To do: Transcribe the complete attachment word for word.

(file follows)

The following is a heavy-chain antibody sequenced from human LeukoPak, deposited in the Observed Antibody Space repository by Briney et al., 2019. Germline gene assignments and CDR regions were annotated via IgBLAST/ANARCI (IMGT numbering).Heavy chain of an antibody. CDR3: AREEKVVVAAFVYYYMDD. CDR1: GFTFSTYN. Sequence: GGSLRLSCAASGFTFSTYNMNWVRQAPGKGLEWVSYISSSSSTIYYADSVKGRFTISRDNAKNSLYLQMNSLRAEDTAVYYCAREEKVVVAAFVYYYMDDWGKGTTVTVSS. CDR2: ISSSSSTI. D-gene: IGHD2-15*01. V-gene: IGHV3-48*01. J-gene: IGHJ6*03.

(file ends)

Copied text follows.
The following is a heavy-chain antibody sequenced from human LeukoPak, deposited in the Observed Antibody Space repository by Briney et al., 2019. Germline gene assignments and CDR regions were annotated via IgBLAST/ANARCI (IMGT numbering).Heavy chain of an antibody. CDR3: AREEKVVVAAFVYYYMDD. CDR1: GFTFSTYN. Sequence: GGSLRLSCAASGFTFSTYNMNWVRQAPGKGLEWVSYISSSSSTIYYADSVKGRFTISRDNAKNSLYLQMNSLRAEDTAVYYCAREEKVVVAAFVYYYMDDWGKGTTVTVSS. CDR2: ISSSSSTI. D-gene: IGHD2-15*01. V-gene: IGHV3-48*01. J-gene: IGHJ6*03.